Historically, Google has loved brands because they’re easy to understand and map together (hence the name Knowledge graph is based on entities, such as brands).
A few years ago, Google started featuring brands visually in the SERPs as well. So now brands can actually build awareness through organic search results.
Let’s look at just one example.
Let’s search for a brand name first – notice how many images show up in different search sections in the SERPs, including:
- The knowledge panel
- Twitter carousel
- Image thumbnails
- Image carousels
- Video thumbnails, etc.
Visuals are everywhere in branded search results.
Now looking for something informative, like [room soundproofing] it brings up a well-written how-to guide from Hubspot, and the best part is that its search snippet includes a well-marked image:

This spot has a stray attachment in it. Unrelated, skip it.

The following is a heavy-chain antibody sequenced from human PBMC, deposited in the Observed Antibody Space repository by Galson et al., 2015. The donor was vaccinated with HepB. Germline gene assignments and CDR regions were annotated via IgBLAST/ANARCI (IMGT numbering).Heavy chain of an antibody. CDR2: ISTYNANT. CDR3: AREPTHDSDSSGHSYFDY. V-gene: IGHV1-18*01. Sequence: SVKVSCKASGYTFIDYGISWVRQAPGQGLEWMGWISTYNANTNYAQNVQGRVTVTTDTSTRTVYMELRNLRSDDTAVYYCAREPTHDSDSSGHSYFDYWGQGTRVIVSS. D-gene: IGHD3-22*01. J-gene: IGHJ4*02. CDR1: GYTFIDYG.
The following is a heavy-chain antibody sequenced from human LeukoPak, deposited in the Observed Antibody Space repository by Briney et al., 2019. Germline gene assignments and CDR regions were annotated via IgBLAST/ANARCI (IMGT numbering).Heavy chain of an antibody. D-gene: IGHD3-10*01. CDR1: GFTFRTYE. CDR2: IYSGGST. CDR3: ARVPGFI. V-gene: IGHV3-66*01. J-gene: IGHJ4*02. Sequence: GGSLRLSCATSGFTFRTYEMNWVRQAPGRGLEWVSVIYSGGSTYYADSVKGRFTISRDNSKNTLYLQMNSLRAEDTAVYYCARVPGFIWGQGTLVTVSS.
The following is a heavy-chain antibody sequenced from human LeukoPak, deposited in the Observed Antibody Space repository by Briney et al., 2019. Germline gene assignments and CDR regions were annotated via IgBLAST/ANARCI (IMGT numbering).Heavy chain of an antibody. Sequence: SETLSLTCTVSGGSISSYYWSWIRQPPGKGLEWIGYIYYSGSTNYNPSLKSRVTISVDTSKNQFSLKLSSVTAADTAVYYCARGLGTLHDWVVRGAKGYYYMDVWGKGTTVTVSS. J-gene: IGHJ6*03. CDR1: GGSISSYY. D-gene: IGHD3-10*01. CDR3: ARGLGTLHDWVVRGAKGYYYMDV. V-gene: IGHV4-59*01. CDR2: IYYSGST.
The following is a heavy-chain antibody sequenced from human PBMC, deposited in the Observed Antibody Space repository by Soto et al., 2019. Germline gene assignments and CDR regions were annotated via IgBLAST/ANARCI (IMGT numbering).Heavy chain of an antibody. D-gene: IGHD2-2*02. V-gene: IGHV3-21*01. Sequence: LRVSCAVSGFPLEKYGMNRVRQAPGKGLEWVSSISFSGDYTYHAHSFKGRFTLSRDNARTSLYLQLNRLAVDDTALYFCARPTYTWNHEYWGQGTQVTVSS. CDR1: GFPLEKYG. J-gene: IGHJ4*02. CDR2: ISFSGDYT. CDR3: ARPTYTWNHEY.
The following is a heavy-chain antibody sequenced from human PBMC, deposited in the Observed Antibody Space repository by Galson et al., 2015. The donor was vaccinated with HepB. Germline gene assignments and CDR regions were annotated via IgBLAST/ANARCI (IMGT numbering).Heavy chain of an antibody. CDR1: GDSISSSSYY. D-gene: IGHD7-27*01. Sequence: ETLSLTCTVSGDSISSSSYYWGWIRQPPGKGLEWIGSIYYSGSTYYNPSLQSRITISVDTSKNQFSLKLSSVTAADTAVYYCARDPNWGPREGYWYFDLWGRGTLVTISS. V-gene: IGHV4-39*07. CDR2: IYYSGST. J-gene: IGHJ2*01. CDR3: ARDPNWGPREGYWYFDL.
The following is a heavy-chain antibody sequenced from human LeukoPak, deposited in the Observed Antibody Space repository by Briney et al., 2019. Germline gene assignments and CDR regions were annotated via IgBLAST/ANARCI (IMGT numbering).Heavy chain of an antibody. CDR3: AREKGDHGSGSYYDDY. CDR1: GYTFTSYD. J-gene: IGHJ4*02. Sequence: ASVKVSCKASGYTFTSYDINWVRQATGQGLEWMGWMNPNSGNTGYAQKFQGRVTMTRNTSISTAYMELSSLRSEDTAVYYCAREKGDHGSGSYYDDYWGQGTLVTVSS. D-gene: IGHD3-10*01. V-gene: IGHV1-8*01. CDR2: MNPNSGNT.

That’s when a searcher can instantly recognize branded results and click just because it looks familiar.
How to create a coherent visual identity
The key to building a visual identity online is to be active and consistent.
It doesn’t mean living on social media sites. It means using social media strategically and regularly to advertise well-marked visual messages that continue to remind your target audience of your brand.
According to Namificait takes five to seven impressions for people to remember your brand.
That means serving your visual message to the same person at least 5 times before it starts to look familiar.
How can this be achieved?
Reuse the same image across multiple channels